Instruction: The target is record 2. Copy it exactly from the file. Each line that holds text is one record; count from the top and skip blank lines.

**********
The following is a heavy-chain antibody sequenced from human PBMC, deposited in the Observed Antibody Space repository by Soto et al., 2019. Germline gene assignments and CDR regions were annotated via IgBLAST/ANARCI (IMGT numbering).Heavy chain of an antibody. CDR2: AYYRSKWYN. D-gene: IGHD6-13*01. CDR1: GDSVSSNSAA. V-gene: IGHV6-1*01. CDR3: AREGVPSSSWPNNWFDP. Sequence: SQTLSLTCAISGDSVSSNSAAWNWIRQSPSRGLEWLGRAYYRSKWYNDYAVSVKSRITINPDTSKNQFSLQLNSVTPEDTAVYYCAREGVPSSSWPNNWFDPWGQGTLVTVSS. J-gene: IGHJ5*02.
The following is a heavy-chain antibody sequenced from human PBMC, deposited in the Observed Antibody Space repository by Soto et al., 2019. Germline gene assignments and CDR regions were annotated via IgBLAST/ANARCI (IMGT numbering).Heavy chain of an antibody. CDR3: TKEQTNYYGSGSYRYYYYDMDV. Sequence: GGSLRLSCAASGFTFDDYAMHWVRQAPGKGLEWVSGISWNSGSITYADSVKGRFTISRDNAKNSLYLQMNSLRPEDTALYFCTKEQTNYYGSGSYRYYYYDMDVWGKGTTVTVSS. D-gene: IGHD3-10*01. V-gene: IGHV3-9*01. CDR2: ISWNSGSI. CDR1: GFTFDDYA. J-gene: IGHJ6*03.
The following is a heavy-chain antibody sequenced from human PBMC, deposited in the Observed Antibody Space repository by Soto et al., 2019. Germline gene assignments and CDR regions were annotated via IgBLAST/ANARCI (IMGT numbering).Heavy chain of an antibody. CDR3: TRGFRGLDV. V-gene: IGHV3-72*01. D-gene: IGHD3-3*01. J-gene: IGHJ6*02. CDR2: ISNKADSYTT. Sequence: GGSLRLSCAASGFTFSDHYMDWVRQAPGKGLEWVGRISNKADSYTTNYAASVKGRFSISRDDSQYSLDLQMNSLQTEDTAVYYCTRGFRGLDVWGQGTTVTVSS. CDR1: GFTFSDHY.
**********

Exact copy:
The following is a heavy-chain antibody sequenced from human PBMC, deposited in the Observed Antibody Space repository by Soto et al., 2019. Germline gene assignments and CDR regions were annotated via IgBLAST/ANARCI (IMGT numbering).Heavy chain of an antibody. CDR3: TKEQTNYYGSGSYRYYYYDMDV. Sequence: GGSLRLSCAASGFTFDDYAMHWVRQAPGKGLEWVSGISWNSGSITYADSVKGRFTISRDNAKNSLYLQMNSLRPEDTALYFCTKEQTNYYGSGSYRYYYYDMDVWGKGTTVTVSS. D-gene: IGHD3-10*01. V-gene: IGHV3-9*01. CDR2: ISWNSGSI. CDR1: GFTFDDYA. J-gene: IGHJ6*03.